From Must-Have to More with LessBy Pedro Pereira | Posted 2008-11-13 Email Print
The economic downturn has changed the business outlook, pressuring solution providers to help businesses get more out of IT.
It's hard to believe only two short months ago the level of optimism in the business world was light years away from the current mood.
Even though the economy already was shaky before the collapse of a handful of banking institutions in late September that seems to have caused a global recession, we hadn't quite reached the sense of doom that followed. Unemployment is growing, the stock market keeps acting like a yo-yo, retail is down and credit keeps getting tighter.
So it was surprising to get a news release this week from the Computing Technology Industry Association (CompTIA) with optimistic predictions for the coming year. Based on a poll of 777 small and midsize businesses in the United States, Canada and United Kingdom, the study indicates that though cautious about IT spending, respondents were nevertheless optimistic about expansion plans 12 months out.
A closer look revealed the survey was conducted in September, and since the financial catastrophe didn't come until later in the month, it became clearer why the results seemed so optimistic.
The study found that 85 percent of SMBs polled were planning to hire new employees over the following 12 months, 54 percent anticipated revenue growth of at least 10 percent or more, and 40 percent were planning to open new business locations.
It's highly unlikely many of those companies would give the same responses if they were polled today.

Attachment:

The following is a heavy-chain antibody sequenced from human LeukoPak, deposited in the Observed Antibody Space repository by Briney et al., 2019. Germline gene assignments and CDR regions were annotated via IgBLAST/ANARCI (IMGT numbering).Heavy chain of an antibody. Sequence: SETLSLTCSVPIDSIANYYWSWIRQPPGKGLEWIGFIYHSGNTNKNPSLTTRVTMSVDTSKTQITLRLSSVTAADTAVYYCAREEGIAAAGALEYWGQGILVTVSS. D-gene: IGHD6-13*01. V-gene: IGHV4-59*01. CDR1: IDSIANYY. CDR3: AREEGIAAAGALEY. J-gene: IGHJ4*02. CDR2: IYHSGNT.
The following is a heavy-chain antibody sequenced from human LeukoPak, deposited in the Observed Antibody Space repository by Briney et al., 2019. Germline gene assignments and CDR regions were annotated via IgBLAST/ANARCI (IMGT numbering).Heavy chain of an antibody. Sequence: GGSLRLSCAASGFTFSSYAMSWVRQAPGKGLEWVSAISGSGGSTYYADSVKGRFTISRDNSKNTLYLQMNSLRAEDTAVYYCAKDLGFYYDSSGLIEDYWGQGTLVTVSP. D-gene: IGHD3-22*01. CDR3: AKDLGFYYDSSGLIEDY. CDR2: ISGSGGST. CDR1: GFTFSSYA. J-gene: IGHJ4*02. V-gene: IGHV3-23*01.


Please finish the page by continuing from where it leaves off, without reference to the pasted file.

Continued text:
With credit getting tighter and sales on the decline, small and midsize businesses are putting off some IT expenses while looking at ways to get the most out of their investments in IT services and equipment. The mentality is shifting from must-have to do more with less.
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Already, when asked for the CompTIA survey in September, SMBs were tempering their IT spending expectations for the coming year.
The CompTIA study found that 51 percent of companies planned to increase spending in the following 12 months, while 49 percent expected spending to remain flat or to decline. By comparison, 62 percent of SMBs said in an identical study in 2007 that they planned to boost IT spending, while 38 percent were looking to keep it flat or lower.
Again, the numbers likely would be different if the poll were conducted today.
Nevertheless, Saru Seshadri, president and founder of Ultramatics, an SOA-focused solution provider in Oldsmar, Fla., says his company has felt little effect from the slowing economy. Still, Seshadri concedes, predictions for 2009 are tricky because customers are getting reticent about spending.
Research firm IDC has just revised its 2009 technology spending forecast. Having predicted in August that spending would grow at 4.2 percent next year, IDC now is forecasting a modest .9 growth rate. The worldwide forecast was adjusted to 2.6 percent from an earlier prediction of 4.2 percent.
No question, the road ahead looks rough. The only salvation for the IT channel is the business world's dependence on technology, and that goes for enterprises, small businesses and everything in between.
"In the past," says CompTIA President and CEO Todd Thibodeaux, "tech spending might have been one of the first line items slashed in a tough economy." The picture is different today, he notes, because SMBs are so much more reliant on technology.
That reliance notwithstanding, small and midsize businesses are looking to stretch their IT dollars. For solution providers, that means deploying technology that helps businesses balance bigger workloads for smaller staffs without eroding customer service, says Seshadri.
It's a tall order, but it's the new reality. Adjusting to it is a matter of survival.
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"You can't just hunker down and do nothing," says Seshadri. "That itself is a no-win proposition."
Pedro Pereira is a contributing editor for Channel Insider.